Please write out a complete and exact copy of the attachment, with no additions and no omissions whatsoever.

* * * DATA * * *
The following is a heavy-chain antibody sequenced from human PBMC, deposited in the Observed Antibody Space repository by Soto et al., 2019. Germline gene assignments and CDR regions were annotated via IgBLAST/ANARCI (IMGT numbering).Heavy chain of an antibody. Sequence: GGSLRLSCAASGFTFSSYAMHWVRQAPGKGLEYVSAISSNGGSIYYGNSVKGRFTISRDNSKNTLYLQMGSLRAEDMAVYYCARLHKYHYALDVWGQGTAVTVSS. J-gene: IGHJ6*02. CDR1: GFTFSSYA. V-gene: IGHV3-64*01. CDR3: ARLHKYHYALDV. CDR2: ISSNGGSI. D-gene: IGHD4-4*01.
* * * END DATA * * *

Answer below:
The following is a heavy-chain antibody sequenced from human PBMC, deposited in the Observed Antibody Space repository by Soto et al., 2019. Germline gene assignments and CDR regions were annotated via IgBLAST/ANARCI (IMGT numbering).Heavy chain of an antibody. Sequence: GGSLRLSCAASGFTFSSYAMHWVRQAPGKGLEYVSAISSNGGSIYYGNSVKGRFTISRDNSKNTLYLQMGSLRAEDMAVYYCARLHKYHYALDVWGQGTAVTVSS. J-gene: IGHJ6*02. CDR1: GFTFSSYA. V-gene: IGHV3-64*01. CDR3: ARLHKYHYALDV. CDR2: ISSNGGSI. D-gene: IGHD4-4*01.